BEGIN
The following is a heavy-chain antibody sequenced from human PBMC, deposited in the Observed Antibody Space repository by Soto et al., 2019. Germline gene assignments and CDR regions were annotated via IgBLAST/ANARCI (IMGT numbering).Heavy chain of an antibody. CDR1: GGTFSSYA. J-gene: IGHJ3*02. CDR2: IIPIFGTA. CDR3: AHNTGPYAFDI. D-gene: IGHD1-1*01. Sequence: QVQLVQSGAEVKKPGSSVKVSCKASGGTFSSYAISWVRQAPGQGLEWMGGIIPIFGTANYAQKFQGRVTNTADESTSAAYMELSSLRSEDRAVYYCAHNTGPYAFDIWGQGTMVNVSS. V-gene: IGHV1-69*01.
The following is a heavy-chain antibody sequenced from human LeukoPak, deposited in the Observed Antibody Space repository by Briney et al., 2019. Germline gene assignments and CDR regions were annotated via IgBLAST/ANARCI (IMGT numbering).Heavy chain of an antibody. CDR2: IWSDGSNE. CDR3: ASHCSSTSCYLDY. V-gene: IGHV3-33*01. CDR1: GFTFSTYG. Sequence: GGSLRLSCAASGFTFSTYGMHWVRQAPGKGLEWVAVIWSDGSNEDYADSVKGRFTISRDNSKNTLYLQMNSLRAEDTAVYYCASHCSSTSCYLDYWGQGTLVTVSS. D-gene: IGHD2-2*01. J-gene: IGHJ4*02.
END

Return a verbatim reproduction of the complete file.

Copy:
The following is a heavy-chain antibody sequenced from human PBMC, deposited in the Observed Antibody Space repository by Soto et al., 2019. Germline gene assignments and CDR regions were annotated via IgBLAST/ANARCI (IMGT numbering).Heavy chain of an antibody. CDR1: GGTFSSYA. J-gene: IGHJ3*02. CDR2: IIPIFGTA. CDR3: AHNTGPYAFDI. D-gene: IGHD1-1*01. Sequence: QVQLVQSGAEVKKPGSSVKVSCKASGGTFSSYAISWVRQAPGQGLEWMGGIIPIFGTANYAQKFQGRVTNTADESTSAAYMELSSLRSEDRAVYYCAHNTGPYAFDIWGQGTMVNVSS. V-gene: IGHV1-69*01.
The following is a heavy-chain antibody sequenced from human LeukoPak, deposited in the Observed Antibody Space repository by Briney et al., 2019. Germline gene assignments and CDR regions were annotated via IgBLAST/ANARCI (IMGT numbering).Heavy chain of an antibody. CDR2: IWSDGSNE. CDR3: ASHCSSTSCYLDY. V-gene: IGHV3-33*01. CDR1: GFTFSTYG. Sequence: GGSLRLSCAASGFTFSTYGMHWVRQAPGKGLEWVAVIWSDGSNEDYADSVKGRFTISRDNSKNTLYLQMNSLRAEDTAVYYCASHCSSTSCYLDYWGQGTLVTVSS. D-gene: IGHD2-2*01. J-gene: IGHJ4*02.